It is interesting that even though the climate for freethinking was better in the time of the early Greeks, Cicero’s quote illustrates that people who were skeptical about the existence of god still had to be discreet for fear of repercussions, something that has continued to this day, explaining why so many atheists still are fearful about proclaiming their disbelief publicly.
The conversion to Christianity by the Roman Emperor Constantine (280-337 CE) led to the rise of Christianity being the favored religion of the Roman Empire and the beneficiary of state patronage. It also resulted in forcing freethinkers to lay low in society, and the suppression of those early Greek writings that supported atheism. Heretics were persecuted and this practice became institutionalized with the various forms of the Inquisition by the church beginning around the 12th century. Recall that most ‘heretics’ were not atheists, but religious people who had views different from that of Catholic orthodoxy. This effectively led to the forcing of specific religious beliefs on people, requiring public affirmations of religious orthodoxy, a practice that has remained in force to this day as we see with politicians routinely spouting pieties.
The arrival of the renaissance around 1500 CE signaled a new time. The birth of the new sciences with Copernicus and Galileo and Newton was coupled with the rise of Arab scholars who had preserved and now resurrected those early Greek skeptical writings. All this led to a flowering of new kinds of thinking. But those early days of modern science did not by themselves lead to a rise of disbelief or atheism. After all, those well-known scientists were all pious people, not skeptics. They simply felt that it was inconceivable that science would reveal anything that was incompatible with god’s work in the world so they did not seem to suffer any personal anxieties of disbelief about where their research would lead. They felt that any seeming contradiction between scientific knowledge and the Bible had to be due to a misinterpretation of the Bible. So they were far more sophisticated than current day Biblical literalists who lay the blame for the same conflicts at the feet of faulty science, not religious texts.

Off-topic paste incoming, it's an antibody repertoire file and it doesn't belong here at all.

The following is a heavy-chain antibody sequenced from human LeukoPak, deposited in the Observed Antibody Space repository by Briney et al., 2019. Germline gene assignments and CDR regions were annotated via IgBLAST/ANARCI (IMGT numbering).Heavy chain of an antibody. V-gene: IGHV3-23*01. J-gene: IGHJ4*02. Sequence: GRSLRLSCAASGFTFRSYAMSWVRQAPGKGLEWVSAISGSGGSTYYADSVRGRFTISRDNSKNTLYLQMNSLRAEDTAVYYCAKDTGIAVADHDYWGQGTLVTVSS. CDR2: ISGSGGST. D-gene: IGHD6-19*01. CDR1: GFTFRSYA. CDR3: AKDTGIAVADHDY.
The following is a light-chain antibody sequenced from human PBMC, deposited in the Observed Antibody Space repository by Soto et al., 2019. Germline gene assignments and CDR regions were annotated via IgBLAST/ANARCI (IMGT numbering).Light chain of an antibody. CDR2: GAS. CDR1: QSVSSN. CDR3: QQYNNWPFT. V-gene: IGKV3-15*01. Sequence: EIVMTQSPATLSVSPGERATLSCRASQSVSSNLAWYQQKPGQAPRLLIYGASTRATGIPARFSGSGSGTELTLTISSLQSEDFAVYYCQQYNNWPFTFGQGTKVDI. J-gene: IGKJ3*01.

When Galileo was asked by the church to explain the conflict between his views and the Bible, he said, quite reasonably, that the church had no choice but to agree with whatever knowledge science was producing. He said it would be “a terrible detriment for the souls if people found themselves convinced by proof of something that it was made a sin to believe.” (Almost Like a Whale, Steve Jones, 1999, p. 26) Of course, the Catholic Church did not heed his views, putting him under house arrest, and it is amazing that it was only as late as 1984 that they officially apologized for their treatment of him.
So even during the period called the ‘enlightenment’ (roughly 1500-1800 CE), there continued to be a climate where freethinking was discouraged, with severe penalties for blasphemy. The Inquisition was also gaining strength around this time, forcing freethinkers to suppress public disavowals of god or even of Christian orthodoxy. In this climate, the re-emergence of skeptical beliefs necessarily had to be very cautious and incremental.
Next in this series: The beginnings of modern atheism.
POST SCRIPT: Question: What is a non sequitur?
Miss Teen USA 2007 finalist provides an illustration.